Commencing university life can be exhilarating and full of possibilities, but can also be lonely, especially if you have no family and friends close by. Religious people can normally connect with their faith community, but what of the many who have no faith?
I am a Humanist. I do not believe in a supernatural god. I believe in scientific evidence, reason, community development and empathy. On Thursday afternoons, I sit in the ANU Chaplaincy Centre as a volunteer chaplain. As a recently retired psychologist/psychotherapist, the chaplaincy role encompasses my ongoing belief in the value of friendship. A student may walk into the chaplaincy space. I welcome, I wait … I have no agenda … what is the person’s agenda? A conversation commences … the ending is unknown.
Non-theist or atheist students do not normally use this type of service, a place in which to foster their identity and spiritual life. There can be spirituality without religion. The Chaplaincy Centre is a place for intellectual, emotional and spiritual support. A safe place to be yourself. We welcome all people. As a chaplain I have time to sit, time to listen ‒ to be a friend. I am offering friendship and a place of hospitality; the Chaplaincy Centre is creating an opportunity for you to find your way, not my way.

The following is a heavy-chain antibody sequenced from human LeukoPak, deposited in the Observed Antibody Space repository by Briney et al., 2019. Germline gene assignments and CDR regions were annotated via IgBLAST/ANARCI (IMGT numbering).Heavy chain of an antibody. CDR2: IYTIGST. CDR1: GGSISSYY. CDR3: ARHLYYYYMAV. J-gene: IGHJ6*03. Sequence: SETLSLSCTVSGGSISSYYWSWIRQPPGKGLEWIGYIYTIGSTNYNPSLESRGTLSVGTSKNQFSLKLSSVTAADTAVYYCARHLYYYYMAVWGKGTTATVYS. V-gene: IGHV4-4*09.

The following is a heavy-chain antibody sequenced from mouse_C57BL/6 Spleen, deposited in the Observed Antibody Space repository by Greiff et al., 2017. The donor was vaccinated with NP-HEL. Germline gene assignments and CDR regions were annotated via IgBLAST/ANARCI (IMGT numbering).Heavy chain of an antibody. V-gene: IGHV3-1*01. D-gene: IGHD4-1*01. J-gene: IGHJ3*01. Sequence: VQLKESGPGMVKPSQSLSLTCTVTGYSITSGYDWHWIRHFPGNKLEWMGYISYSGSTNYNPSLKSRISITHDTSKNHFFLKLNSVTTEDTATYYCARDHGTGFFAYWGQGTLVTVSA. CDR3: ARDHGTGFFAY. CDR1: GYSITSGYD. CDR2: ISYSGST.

Chaplaincy is a mode of friendship whereby people can become themselves through being with another. The chaplain is being “the other”. Empathy is the key ingredient here. And friendship is about time and space. It’s like the lyrics from Carole King’s classic 1971 song “You’ve Got a Friend”.
Cicero said: “Without friendship life is no life”. A university education is remiss if it ignores life and the big questions of meaning and purpose. Chaplaincy attempts to open up a space for those questions. For me, a valid life stance needs to encompass friendship, belonging and the development of community. A place for that to evolve is vital for our wellbeing ‒ not least in universities, where the leaders of the future are being educated. And, yes, a place also to alleviate loneliness.
Are you looking for meaning and purpose? Are you struggling to live a good life? Haven’t thought about it? Or, are you just in need of a friend? Volunteer chaplains are in your university to engage with you, to sit and listen, to allow you space to develop and be.
For information on the Canberra Humanist community, see: canberrahumanistcontemplativecommunity.org